WIC Fruit and Vegetable Study

The Gretchen Swanson Center for Nutrition was funded by Healthy Eating Research to conduct a study exploring how the policy changes in the Special Supplemental Nutrition Program for Women, Infants, and Children (WIC) cash value benefit (CVB), or fruit and vegetable money, during the pandemic impacted the WIC program and child access to fruits and More

Increased WIC Benefits for Fruits and Vegetables Increases Food Security and Satisfaction Among California Households with Young Children

The Special Supplemental Nutrition Program for Women, Infants, and Children (WIC) is a critical source of nutrition support for young children in low-income families, providing access to healthy foods and a cash value benefit (CVB) for the purchase of fruits and vegetables (FV). In 2021, the WIC CVB increased substantially for women and children aged More

Evaluating the Impact of Emergency Food Benefits in Response to the COVID-19 Pandemic on Supermarket Purchases among Families with Children

SNAP and WIC benefits increased in 2020-2021 to combat food insecurity due to COVID-19. Understanding these policies’ impact on household food purchase quality is crucial to guide future recommendations for these nutrition assistance programs. This study aims to assess the effect of changes to SNAP and WIC benefits implemented during the COVID-19 pandemic on the More

Impacts of Increased Cash-Value Benefit on Inter Tribal Council of Arizona WIC Participants’ Program Utilization and Weight Outcomes

Systematic evaluations based on objective measures and longitudinal data are needed to demonstrate long-term impacts of the WIC fruit and vegetable cash value benefit (CVB) increases instituted in March 2021, especially among populations disproportionately impacted by the COVID-19 pandemic and experiencing high rates of food insecurity and barriers to WIC participation. This study will assess More

Healthy Snacks and Drinks for Toddlers: A Qualitative Study of Caregivers’ Understanding of Expert Recommendations and Perceived Barriers to Adherence

Despite expert recommendations, most toddlers consume sugary drinks and more sweet and salty snack foods than fruits and vegetables as snacks. Studies have examined toddler caregivers’ reasons for providing sugary drinks, but few have examined the reasons for providing nutritionally poor snack foods. Researchers conducted focus groups in one low-income community to assess caregivers’ familiarity, More

“I Think That’s the Most Beneficial Change That WIC Has Made in a Really Long Time”: Perceptions and Awareness of an Increase in the WIC Cash Value Benefit

During the COVID-19 pandemic, the Special Supplemental Nutrition Program for Women, Infants, and Children (WIC) Cash Value Benefit (CVB) for fruits and vegetables increased by roughly USD 25/month/person. We sought to understand WIC participant perceptions of this change and barriers and facilitators to using the CVB. We conducted 10 virtual focus groups (5 rural, 5 More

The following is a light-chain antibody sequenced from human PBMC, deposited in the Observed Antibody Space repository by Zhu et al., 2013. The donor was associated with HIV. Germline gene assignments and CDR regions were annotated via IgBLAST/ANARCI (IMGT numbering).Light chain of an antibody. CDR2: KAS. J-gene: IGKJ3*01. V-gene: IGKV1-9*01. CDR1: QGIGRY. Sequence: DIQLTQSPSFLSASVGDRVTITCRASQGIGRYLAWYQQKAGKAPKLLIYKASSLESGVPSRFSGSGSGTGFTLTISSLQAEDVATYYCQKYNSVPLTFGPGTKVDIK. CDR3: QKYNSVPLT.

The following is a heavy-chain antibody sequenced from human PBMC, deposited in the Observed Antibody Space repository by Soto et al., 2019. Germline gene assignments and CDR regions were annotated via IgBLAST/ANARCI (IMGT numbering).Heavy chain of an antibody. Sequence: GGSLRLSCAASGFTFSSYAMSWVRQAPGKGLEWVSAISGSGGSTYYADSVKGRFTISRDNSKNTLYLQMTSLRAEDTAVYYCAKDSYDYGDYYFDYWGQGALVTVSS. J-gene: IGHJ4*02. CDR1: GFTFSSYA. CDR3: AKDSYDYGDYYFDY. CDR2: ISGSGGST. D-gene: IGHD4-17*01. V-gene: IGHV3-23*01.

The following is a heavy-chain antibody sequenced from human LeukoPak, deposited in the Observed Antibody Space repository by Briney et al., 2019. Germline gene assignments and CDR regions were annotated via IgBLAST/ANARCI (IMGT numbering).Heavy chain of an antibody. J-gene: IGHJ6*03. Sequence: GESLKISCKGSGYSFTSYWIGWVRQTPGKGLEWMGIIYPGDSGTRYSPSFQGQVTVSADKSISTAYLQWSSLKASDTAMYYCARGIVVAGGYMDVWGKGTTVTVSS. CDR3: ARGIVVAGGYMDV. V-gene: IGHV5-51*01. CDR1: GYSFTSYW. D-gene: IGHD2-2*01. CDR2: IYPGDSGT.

Evidence-Based Recommendations and Best Practices for Promoting Healthy Eating Behaviors in Children 2 to 8 Years

Dietary recommendations are available about what to feed children ages 2 to 8 for optimal health, but relatively little guidance exists about how to feed those children. Because of the discrepancy between young children’s recommended and actual dietary intakes, there is a clear need for such guidance. To address this gap, Healthy Eating Research convened More

Caregiver Feeding Practices as Predictors for Child Dietary Intake in Low-Income, Appalachian Communities

The Appalachian region of the U.S. is disproportionately impacted by poverty, obesity, and nutrition-related chronic diseases. Evidence suggests that caregiver feeding practices may promote healthful eating behaviors among children; however, this has not been examined in low-income, rural, Appalachian populations. This study examines caregiver feeding practices as predictors for child diet in low-income Appalachian families, More

Strengthening the Impact of USDA’s Child Nutrition Summer Feeding Programs During and After the COVID-19 Pandemic

To address food insecurity during the COVID-19 pandemic, utilization of the USDA child nutrition summer feeding programs has drastically increased. Given the unprecedented use of the summer feeding programs, this research brief will (1) explain the meal pattern requirements and select operational differences between the summer feeding programs and the federal meal programs typically utilized More

Retail Strategies to Support Healthy Eating

Healthy Eating Research (HER), Center for Science in the Public Interest (CSPI), Johns Hopkins Bloomberg School of Public Health, and The Food Trust have developed the first national research agenda focused on healthy food retail. The research agenda is the result of a multi-step process, including commissioned research and a Healthy Retail Research convening, which More